In the process, I spent quite some time trying to implement a bijective function that would map plate-carree disposed data (think of simple latitude/longitude) to coordinates inside an icosahedron-based mesh (a sensible choice for planetary geometry) and back, not involving lookups of the recursive subdivisions (thus allowing any subdivision scheme, and faster at high resolutions), nor deformations arising from the simpler method of subdividing the faces before projecting them (not to mention the difficulty finding the reciprocal of such methods). Although this pushed my grasp on trigonometry to its limits, I think I’ve finally succeeded, as the following image shows (nothing NeREIDS related there, it was just a test for this very function)

30-Arcseconds elevation data converted and consolidated to roughly 1km uniform across the entire Earth.
Each pixel of such a texture at any resolution is directly assignable to a vertex of a same-sized refinement of an icosahedron.
It thus shows minimal area and distance distortion when projected on an icosahedron-based mesh.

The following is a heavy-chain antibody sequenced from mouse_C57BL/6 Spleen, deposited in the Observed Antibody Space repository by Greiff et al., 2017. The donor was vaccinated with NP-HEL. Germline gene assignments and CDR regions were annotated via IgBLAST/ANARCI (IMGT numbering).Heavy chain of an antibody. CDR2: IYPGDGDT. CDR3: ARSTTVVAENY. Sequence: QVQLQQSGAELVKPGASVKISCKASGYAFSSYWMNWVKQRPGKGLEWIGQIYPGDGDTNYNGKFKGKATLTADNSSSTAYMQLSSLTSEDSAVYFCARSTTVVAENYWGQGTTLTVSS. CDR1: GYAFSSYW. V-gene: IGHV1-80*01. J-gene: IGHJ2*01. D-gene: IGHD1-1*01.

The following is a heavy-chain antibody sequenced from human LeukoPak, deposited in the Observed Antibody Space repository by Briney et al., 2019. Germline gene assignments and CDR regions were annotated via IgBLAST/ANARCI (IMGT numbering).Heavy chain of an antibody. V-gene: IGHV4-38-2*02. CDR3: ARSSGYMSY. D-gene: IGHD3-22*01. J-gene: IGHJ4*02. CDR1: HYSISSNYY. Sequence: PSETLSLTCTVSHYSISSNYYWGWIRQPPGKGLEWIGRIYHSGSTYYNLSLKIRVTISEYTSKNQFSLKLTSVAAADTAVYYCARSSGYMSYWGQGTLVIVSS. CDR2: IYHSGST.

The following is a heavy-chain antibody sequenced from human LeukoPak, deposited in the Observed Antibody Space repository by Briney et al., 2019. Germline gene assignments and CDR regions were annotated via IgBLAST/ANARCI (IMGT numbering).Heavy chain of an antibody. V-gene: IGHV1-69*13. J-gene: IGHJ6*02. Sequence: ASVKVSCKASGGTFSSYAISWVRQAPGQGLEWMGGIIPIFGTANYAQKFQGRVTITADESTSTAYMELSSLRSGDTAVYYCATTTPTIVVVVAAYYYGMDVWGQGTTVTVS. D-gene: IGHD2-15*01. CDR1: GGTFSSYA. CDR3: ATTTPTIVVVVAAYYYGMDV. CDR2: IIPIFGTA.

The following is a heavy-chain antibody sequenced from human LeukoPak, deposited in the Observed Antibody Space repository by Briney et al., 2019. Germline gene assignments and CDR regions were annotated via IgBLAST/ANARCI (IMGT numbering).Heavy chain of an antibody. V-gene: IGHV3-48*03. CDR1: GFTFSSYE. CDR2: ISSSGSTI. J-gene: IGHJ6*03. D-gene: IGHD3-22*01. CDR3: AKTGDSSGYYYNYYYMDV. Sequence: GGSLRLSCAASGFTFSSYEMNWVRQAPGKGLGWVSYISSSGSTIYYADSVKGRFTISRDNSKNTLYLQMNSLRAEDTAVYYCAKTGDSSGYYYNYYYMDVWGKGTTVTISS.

Colors are a simple mix of elevation and some lighting trick with normals derived from the heightmap. Sea is (incorrectly) assumed to cover anything below height 0 using this datum, which is why on some parts of Europe here, you may have wetter feet than IRL (this is especially obvious over Belgium and Netherlands).
Below is a (very) downsampled version tiled and tilted with Photoshop to help you visualize the coverage of the whole world using this projection :

Producing that image required that I wrote some piece of code for outputting in .BMP format, and I reused that part a few days later to test some other stuff. For example, I’ve just written an algorithm to compute nice-looking pseudo-random point scattering in 2D and 3D, and a way to encode more than one level of sparseness in a single grid. I think I’ve succeeded too, as this “sparseness gradient” image (again, just a test) shows for the 2D version of the scattering algorithm :

I’m confident that data like this will prove invaluable when the time comes to throw vegetation over a 3D terrain, since simple random points wouldn’t do the trick (as nicely explained in that Gamasutra article). True, I’m working on a lot of different stuff at once for NeREIDS environment, and I did a lot of researches on existing models on the matter of climatology, botany, soil types, geology and even stratification or tectonics, to think of ways to come up with good-looking landscapes.

Until some pics from NeREIDS, take care !